Along with the Government of India, the Reserve Bank of India is responsible for the design, production, distribution and overall management of Indian Currency. Their goal is to ensure an adequate supply of clean and genuine notes within the system. 

In addition to supplying and distributing the adequate quantity of currency, it is also their responsibility to maintain the quality of banknotes which are in circulation by the continuous supply of clean notes and timely withdrawal of soiled notes. The Reserve Bank of India also consistently put efforts to maintain the confidence of the public in the currency by constantly introducing banknotes with a new design and security features.

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Currency management is a statutory responsibility conferred on the central bank by the RBI Act, 1934. Section 22 of RBI Act, 1934 also authorises RBI as the sole authority to issue banknotes.

Some interesting facts about the Indian Currency

  • Banknotes of various denominations ranging from Rupee 2 to Rupee 10,000 can be issued by RBI with the signatures of RBI Governor. Currently, highest denomination banknote is of Rupee 2,000.
  • Coins are issued by the Central government while RBI circulates them into the system. A coin of up to 1,000 rupee denomination can be issued by the government.
  • Rupee 1 denomination note is also issued by the central government with the signatures of Finance Secretary.
  • India is the second largest producer as well as consumer of currency notes, next only to China.
  • The value of banknotes in circulation has increased from about 1.72 billion rupees in 1935 to about 13,102 billion rupees in 2017.
  • As per Coinage Act 2011, the 50 paise coin is legal tender to pay up to 10 rupees. This means you can pay a maximum of 10 ten rupees by only using 50 paisa coins.
  • While Coins of the denomination from rupee 1 to rupee 10 are legal tender to pay up to 1,000 rupees.
  • As per the RBI Act 1934, RBI can issue currency note of up to rupee 10,000 denomination.
  • Reserve Bank of India continued to be the monetary authority of Pakistan till June 30, 1948. After that, the State Bank of Pakistan was established on July 1, 1948, which started to function as the monetary authority of Pakistan.
  • The first governor of RBI Sir Osborne Smith didn’t sign any banknotes. The Reserve Bank of India’s first currency notes were signed by its second governor, Sir James Taylor.

Where bank notes are printed and coins are minted?

The printing and supply of bank notes are entrusted to the four printing presses. The two presses are owned by Security Printing and Minting Corporation of India Limited (SPMCIL) which is wholly owned by the Government of India. The other two presses are owned by Bhartiya Reserve Bank Note Mudran Private Limited which is wholly owned by the Reserve Bank of India.

The four printing presses are as:

bank notes printing presses

The production and supply of coins are entrusted to the four mints which are owned by SPMCIL. The four mints are located in Mumbai, Kolkata, Noida and Hyderabad. Although coins are minted by a wholly owned subsidiary of the Government of India, yet the circulation of coins is delegated to the Reserve Bank of India as per section 38 of the RBI Act, 1934.

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The four coin minting presses are as:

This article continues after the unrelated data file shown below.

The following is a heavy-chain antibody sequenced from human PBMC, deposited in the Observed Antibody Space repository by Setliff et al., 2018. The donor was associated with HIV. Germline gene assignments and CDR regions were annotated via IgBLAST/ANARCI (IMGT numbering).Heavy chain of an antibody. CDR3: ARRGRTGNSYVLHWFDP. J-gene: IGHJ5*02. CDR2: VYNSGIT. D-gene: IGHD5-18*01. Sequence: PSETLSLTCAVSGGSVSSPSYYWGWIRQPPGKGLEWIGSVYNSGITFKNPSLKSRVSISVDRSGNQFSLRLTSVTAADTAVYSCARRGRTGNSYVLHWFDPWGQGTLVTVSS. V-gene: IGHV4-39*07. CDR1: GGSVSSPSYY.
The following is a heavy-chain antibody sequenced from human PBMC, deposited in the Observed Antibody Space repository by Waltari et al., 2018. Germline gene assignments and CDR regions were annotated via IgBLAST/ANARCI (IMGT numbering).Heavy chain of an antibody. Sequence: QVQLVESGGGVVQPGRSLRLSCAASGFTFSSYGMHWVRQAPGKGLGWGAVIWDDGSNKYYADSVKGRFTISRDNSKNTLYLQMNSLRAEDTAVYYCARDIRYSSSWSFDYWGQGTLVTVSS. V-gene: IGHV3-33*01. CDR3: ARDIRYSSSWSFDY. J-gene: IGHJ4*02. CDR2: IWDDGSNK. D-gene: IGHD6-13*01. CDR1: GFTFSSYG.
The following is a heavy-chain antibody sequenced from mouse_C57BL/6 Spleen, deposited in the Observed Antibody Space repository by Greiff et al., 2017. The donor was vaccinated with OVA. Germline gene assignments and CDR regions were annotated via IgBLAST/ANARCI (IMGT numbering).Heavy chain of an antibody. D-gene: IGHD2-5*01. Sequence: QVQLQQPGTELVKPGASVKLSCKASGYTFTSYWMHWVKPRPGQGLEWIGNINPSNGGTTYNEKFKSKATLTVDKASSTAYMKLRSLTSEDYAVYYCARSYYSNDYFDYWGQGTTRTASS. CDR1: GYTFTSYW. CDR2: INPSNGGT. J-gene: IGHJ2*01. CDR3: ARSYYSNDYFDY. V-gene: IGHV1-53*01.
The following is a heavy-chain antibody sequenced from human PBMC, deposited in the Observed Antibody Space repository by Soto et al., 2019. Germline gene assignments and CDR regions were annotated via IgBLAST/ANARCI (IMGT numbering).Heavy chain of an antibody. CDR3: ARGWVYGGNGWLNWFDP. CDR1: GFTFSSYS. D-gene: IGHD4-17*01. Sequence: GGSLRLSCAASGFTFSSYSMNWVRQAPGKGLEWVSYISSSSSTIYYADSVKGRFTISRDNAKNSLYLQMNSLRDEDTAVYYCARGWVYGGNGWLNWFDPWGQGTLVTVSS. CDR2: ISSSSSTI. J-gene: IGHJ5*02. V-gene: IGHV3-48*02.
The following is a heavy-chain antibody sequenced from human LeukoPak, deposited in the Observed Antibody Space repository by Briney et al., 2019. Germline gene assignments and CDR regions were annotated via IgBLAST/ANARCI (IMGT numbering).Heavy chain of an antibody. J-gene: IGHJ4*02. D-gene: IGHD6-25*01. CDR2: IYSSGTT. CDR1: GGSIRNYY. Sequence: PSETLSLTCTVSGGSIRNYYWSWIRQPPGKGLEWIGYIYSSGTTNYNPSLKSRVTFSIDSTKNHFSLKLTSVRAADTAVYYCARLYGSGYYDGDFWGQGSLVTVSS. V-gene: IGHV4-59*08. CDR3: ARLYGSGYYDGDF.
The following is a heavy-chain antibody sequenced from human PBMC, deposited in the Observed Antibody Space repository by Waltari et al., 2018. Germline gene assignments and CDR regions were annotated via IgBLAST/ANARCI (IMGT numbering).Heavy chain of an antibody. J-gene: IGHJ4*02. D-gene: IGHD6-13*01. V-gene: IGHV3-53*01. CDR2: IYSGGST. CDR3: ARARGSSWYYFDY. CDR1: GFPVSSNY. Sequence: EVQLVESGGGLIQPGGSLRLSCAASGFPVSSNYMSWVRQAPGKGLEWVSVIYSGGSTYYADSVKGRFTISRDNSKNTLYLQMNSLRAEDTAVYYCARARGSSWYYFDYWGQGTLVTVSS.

coin minting presses of the government of India

How Currency is managed and distributed?

Section 23 of the RBI Act 1934 had mandated that the functions of issuance of bank notes are to be conducted by the Reserve Bank of India through a separate department called Issue department. Hence the RBI has separate issue departments at its regional offices to manage the operational part of currency management, while the overall management is carried out by the department of currency management which is located at the Central office of RBI in Mumbai.

In addition to the 19 issue offices (located at Ahmedabad, Bangalore, Bhopal, Bhubaneswar, Chandigarh, Chennai, Guwahati, Hyderabad, Jaipur, Jammu, Kanpur, Kochi, Kolkata, Lucknow, Mumbai, Nagpur, New Delhi, Patna, and Thiruvananthapuram) the RBI is supported in its function by a network of Currency Chests, Small Coin Depots, bank branches, and ATMs spread over the country.

Currency Chest and Small Coin Depots are storehouses of banknotes and rupee coins which are located at bank branches. Most of the Currency Chests and Small Coin Depots are with commercial banks, though there are a few Currency Chests established at State Co-operative Banks, Regional Rural Banks, State Treasury Offices, and one is even at RBI’s Kochi office.

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Currency Distribution System

As per 2017, there are total 4,034 Currency Chests and 3,707 Small Coin Depots in the country, out of which about 2,647 Currency Chests and 2,515 Small Coin Depots are operated by the State Bank of India.

New Banknotes in circulation & their features

Rupee 10 Bank note


Rupee 50 Bank note

Rupee 200 Bank note

In addition to these rupee 500 and rupee 2,000 currency notes are also in circulation. The rupee 500 note has dimensions of 66mm x 150mm with the motif of Red fort on it. It is a stone grey coloured note. While 2,000 rupee note has a motif of Mangalyaan on it and its dimensions are 66mm x 166mm.

However, RBI will issue a new 100 rupee lavender coloured banknote with a motif of “Rani ki Vav” on it. “Rani ki Vav” is a world heritage site located in Gujarat.

References: www.rbi.org.in

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